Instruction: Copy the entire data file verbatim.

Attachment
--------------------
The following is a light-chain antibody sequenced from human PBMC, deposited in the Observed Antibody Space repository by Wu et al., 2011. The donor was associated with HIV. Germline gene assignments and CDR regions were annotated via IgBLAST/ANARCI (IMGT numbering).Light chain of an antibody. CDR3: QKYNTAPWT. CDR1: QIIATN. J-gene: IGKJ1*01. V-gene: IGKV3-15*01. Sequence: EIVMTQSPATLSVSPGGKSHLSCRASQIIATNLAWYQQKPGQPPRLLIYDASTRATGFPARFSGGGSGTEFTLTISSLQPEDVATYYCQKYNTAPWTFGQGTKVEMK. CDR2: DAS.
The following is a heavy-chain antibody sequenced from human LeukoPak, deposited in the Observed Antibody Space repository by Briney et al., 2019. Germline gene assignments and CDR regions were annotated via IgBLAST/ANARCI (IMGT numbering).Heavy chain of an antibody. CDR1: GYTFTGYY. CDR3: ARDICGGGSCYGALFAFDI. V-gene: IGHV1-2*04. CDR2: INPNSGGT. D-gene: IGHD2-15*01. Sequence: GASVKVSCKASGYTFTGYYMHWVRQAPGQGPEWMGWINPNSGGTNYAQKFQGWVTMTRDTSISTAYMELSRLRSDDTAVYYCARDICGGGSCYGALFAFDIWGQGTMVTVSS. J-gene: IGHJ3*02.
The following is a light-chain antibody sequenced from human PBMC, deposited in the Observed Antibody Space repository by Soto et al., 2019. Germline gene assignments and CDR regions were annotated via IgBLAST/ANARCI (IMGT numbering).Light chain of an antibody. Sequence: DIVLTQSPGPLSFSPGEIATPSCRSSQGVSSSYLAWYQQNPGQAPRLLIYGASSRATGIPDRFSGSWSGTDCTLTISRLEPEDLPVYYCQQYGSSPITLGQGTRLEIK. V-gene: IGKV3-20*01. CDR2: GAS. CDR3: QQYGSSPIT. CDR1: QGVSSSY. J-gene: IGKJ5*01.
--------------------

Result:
The following is a light-chain antibody sequenced from human PBMC, deposited in the Observed Antibody Space repository by Wu et al., 2011. The donor was associated with HIV. Germline gene assignments and CDR regions were annotated via IgBLAST/ANARCI (IMGT numbering).Light chain of an antibody. CDR3: QKYNTAPWT. CDR1: QIIATN. J-gene: IGKJ1*01. V-gene: IGKV3-15*01. Sequence: EIVMTQSPATLSVSPGGKSHLSCRASQIIATNLAWYQQKPGQPPRLLIYDASTRATGFPARFSGGGSGTEFTLTISSLQPEDVATYYCQKYNTAPWTFGQGTKVEMK. CDR2: DAS.
The following is a heavy-chain antibody sequenced from human LeukoPak, deposited in the Observed Antibody Space repository by Briney et al., 2019. Germline gene assignments and CDR regions were annotated via IgBLAST/ANARCI (IMGT numbering).Heavy chain of an antibody. CDR1: GYTFTGYY. CDR3: ARDICGGGSCYGALFAFDI. V-gene: IGHV1-2*04. CDR2: INPNSGGT. D-gene: IGHD2-15*01. Sequence: GASVKVSCKASGYTFTGYYMHWVRQAPGQGPEWMGWINPNSGGTNYAQKFQGWVTMTRDTSISTAYMELSRLRSDDTAVYYCARDICGGGSCYGALFAFDIWGQGTMVTVSS. J-gene: IGHJ3*02.
The following is a light-chain antibody sequenced from human PBMC, deposited in the Observed Antibody Space repository by Soto et al., 2019. Germline gene assignments and CDR regions were annotated via IgBLAST/ANARCI (IMGT numbering).Light chain of an antibody. Sequence: DIVLTQSPGPLSFSPGEIATPSCRSSQGVSSSYLAWYQQNPGQAPRLLIYGASSRATGIPDRFSGSWSGTDCTLTISRLEPEDLPVYYCQQYGSSPITLGQGTRLEIK. V-gene: IGKV3-20*01. CDR2: GAS. CDR3: QQYGSSPIT. CDR1: QGVSSSY. J-gene: IGKJ5*01.